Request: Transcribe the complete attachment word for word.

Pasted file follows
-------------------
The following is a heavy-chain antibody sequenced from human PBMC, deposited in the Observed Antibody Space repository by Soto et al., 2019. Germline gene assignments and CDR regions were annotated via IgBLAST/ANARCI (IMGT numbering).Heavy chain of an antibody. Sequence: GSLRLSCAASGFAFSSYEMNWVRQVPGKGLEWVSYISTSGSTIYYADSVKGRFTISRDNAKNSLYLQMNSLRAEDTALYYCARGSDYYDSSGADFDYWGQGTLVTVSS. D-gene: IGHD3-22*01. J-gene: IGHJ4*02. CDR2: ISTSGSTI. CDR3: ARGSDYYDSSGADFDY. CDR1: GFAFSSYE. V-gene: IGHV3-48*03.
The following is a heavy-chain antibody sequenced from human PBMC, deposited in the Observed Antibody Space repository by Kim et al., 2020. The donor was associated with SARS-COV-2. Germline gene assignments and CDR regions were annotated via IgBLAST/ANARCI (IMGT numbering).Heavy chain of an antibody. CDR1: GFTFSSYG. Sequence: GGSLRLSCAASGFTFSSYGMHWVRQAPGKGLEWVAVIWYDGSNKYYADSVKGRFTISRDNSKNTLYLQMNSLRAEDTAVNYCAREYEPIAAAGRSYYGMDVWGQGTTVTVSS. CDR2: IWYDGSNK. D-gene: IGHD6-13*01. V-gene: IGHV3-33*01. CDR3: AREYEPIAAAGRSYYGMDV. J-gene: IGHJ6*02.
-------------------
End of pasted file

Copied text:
The following is a heavy-chain antibody sequenced from human PBMC, deposited in the Observed Antibody Space repository by Soto et al., 2019. Germline gene assignments and CDR regions were annotated via IgBLAST/ANARCI (IMGT numbering).Heavy chain of an antibody. Sequence: GSLRLSCAASGFAFSSYEMNWVRQVPGKGLEWVSYISTSGSTIYYADSVKGRFTISRDNAKNSLYLQMNSLRAEDTALYYCARGSDYYDSSGADFDYWGQGTLVTVSS. D-gene: IGHD3-22*01. J-gene: IGHJ4*02. CDR2: ISTSGSTI. CDR3: ARGSDYYDSSGADFDY. CDR1: GFAFSSYE. V-gene: IGHV3-48*03.
The following is a heavy-chain antibody sequenced from human PBMC, deposited in the Observed Antibody Space repository by Kim et al., 2020. The donor was associated with SARS-COV-2. Germline gene assignments and CDR regions were annotated via IgBLAST/ANARCI (IMGT numbering).Heavy chain of an antibody. CDR1: GFTFSSYG. Sequence: GGSLRLSCAASGFTFSSYGMHWVRQAPGKGLEWVAVIWYDGSNKYYADSVKGRFTISRDNSKNTLYLQMNSLRAEDTAVNYCAREYEPIAAAGRSYYGMDVWGQGTTVTVSS. CDR2: IWYDGSNK. D-gene: IGHD6-13*01. V-gene: IGHV3-33*01. CDR3: AREYEPIAAAGRSYYGMDV. J-gene: IGHJ6*02.